The man accused of killing civil rights icon Sadie Roberts-Joseph pleaded not guilty Thursday in the July slaying of the woman who had founded Baton Rouge's African-American history museum.
Ronn Jermaine Bell, 38, was indicted last week on a second-degree murder charge in the death of Roberts-Joseph, 75. A conviction on that charge would carry a mandatory sentence of life in prison.
The man accused of killing 75-year-old civil rights activist Sadie Roberts-Joseph, the founder of Baton Rouge’s African-American history museu…
State District Judge Richard Anderson on Thursday set a Jan. 29 motion hearing date in the case.
Roberts-Joseph was found July 12 in the trunk of her car behind an abandoned house in the 2300 block of North 20th Street. She had been suffocated.
Bell's DNA was found on Roberts-Joseph's body, an arrest report states.
Bell, of 1514 Goudchaux St., was a tenant in one of Roberts-Joseph's properties and had fallen about $1,200 behind on his rent, police have said. Bell acknowledged that during an interview with detectives but said Roberts-Joseph agreed he could remain in the house as long as he paid her something, police said.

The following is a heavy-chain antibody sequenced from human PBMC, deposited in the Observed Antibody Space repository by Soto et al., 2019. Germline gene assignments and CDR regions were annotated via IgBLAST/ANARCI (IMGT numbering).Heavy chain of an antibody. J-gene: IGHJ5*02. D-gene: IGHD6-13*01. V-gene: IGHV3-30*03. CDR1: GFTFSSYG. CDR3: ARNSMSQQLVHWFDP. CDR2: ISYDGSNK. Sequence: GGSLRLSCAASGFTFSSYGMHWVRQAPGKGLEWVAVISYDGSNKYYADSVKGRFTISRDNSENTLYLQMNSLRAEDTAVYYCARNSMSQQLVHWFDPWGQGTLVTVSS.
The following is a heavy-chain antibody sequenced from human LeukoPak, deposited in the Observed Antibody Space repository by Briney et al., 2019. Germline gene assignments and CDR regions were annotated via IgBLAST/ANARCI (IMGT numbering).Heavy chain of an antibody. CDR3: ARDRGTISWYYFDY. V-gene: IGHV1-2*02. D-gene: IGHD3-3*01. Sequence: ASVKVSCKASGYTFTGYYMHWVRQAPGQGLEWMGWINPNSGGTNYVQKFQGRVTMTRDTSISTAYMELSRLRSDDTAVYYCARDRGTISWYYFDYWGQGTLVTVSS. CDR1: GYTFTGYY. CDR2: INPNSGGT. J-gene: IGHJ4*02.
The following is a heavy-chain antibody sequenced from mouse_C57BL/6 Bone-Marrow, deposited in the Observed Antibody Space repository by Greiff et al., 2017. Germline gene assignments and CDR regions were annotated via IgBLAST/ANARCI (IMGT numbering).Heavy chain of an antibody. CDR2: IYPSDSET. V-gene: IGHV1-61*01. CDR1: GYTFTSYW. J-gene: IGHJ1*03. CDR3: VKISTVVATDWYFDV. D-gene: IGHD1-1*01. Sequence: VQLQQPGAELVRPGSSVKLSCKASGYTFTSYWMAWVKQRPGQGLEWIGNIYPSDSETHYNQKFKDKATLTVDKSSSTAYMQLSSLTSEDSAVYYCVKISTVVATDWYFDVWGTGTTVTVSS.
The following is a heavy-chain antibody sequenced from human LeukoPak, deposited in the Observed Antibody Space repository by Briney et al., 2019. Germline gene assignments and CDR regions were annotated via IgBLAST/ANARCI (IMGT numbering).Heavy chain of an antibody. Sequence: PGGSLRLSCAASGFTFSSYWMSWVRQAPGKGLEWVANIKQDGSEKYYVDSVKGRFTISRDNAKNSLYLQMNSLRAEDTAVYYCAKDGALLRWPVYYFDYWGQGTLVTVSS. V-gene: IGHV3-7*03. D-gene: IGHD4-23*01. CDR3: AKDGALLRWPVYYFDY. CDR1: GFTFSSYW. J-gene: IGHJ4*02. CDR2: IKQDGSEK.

Video evidence shows Bell near where Roberts-Joseph's car was found — about 3 miles from her Scotlandville home, police stated. That home is down the street from the house Bell was renting.
Bell later admitted to detectives that he had been in the location where the car was dumped, but said he was not inside the vehicle and had not seen Roberts-Joseph for several days before her death, police said.
A search warrant indicated bleach was poured over her body in an apparent attempt to destroy evidence. Detectives later found two empty bleach bottles inside Bell's home.
A search warrant filed Monday in the murder case of Baton Rouge civil rights activist Sadie Roberts-Joseph reveals new details about the polic…
Bell, a convicted sex offender, also was indicted last week on a charge of failing to register as a sex offender.
Roberts-Joseph, a tireless advocate for the city's black community and an unwavering voice of peace, acceptance and healing, founded the Odell S. Williams African-American Museum in downtown Baton Rouge in 2001.
The museum was vandalized one month after her death but later reopened.
She also organized an annual Juneteenth festival celebrating the end of slavery in the United States.